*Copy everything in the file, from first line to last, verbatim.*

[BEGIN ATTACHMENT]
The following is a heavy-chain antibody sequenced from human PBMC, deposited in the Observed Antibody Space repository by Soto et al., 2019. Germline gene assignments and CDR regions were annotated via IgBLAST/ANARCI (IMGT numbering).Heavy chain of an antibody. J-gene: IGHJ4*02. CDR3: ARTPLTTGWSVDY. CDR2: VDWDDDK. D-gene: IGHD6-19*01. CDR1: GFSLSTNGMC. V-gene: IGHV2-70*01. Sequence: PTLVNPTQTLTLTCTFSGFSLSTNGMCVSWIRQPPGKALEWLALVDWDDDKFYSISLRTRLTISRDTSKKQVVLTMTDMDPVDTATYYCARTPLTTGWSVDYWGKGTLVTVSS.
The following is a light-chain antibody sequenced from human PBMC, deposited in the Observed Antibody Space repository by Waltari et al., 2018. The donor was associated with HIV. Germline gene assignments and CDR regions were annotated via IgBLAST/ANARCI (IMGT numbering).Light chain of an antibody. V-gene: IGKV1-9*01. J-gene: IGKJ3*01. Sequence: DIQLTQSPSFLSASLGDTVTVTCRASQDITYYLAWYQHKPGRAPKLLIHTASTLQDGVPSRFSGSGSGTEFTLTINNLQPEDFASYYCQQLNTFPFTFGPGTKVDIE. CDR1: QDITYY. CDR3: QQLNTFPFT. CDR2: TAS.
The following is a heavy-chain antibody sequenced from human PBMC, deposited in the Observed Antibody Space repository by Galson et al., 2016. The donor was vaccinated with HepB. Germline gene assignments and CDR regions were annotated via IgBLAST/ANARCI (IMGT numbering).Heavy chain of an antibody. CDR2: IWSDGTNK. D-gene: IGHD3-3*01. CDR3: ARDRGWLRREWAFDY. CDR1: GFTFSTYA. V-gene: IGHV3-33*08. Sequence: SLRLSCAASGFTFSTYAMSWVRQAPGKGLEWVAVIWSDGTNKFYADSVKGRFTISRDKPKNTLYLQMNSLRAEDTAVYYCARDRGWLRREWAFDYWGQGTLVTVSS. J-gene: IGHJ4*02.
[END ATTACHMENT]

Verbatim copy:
The following is a heavy-chain antibody sequenced from human PBMC, deposited in the Observed Antibody Space repository by Soto et al., 2019. Germline gene assignments and CDR regions were annotated via IgBLAST/ANARCI (IMGT numbering).Heavy chain of an antibody. J-gene: IGHJ4*02. CDR3: ARTPLTTGWSVDY. CDR2: VDWDDDK. D-gene: IGHD6-19*01. CDR1: GFSLSTNGMC. V-gene: IGHV2-70*01. Sequence: PTLVNPTQTLTLTCTFSGFSLSTNGMCVSWIRQPPGKALEWLALVDWDDDKFYSISLRTRLTISRDTSKKQVVLTMTDMDPVDTATYYCARTPLTTGWSVDYWGKGTLVTVSS.
The following is a light-chain antibody sequenced from human PBMC, deposited in the Observed Antibody Space repository by Waltari et al., 2018. The donor was associated with HIV. Germline gene assignments and CDR regions were annotated via IgBLAST/ANARCI (IMGT numbering).Light chain of an antibody. V-gene: IGKV1-9*01. J-gene: IGKJ3*01. Sequence: DIQLTQSPSFLSASLGDTVTVTCRASQDITYYLAWYQHKPGRAPKLLIHTASTLQDGVPSRFSGSGSGTEFTLTINNLQPEDFASYYCQQLNTFPFTFGPGTKVDIE. CDR1: QDITYY. CDR3: QQLNTFPFT. CDR2: TAS.
The following is a heavy-chain antibody sequenced from human PBMC, deposited in the Observed Antibody Space repository by Galson et al., 2016. The donor was vaccinated with HepB. Germline gene assignments and CDR regions were annotated via IgBLAST/ANARCI (IMGT numbering).Heavy chain of an antibody. CDR2: IWSDGTNK. D-gene: IGHD3-3*01. CDR3: ARDRGWLRREWAFDY. CDR1: GFTFSTYA. V-gene: IGHV3-33*08. Sequence: SLRLSCAASGFTFSTYAMSWVRQAPGKGLEWVAVIWSDGTNKFYADSVKGRFTISRDKPKNTLYLQMNSLRAEDTAVYYCARDRGWLRREWAFDYWGQGTLVTVSS. J-gene: IGHJ4*02.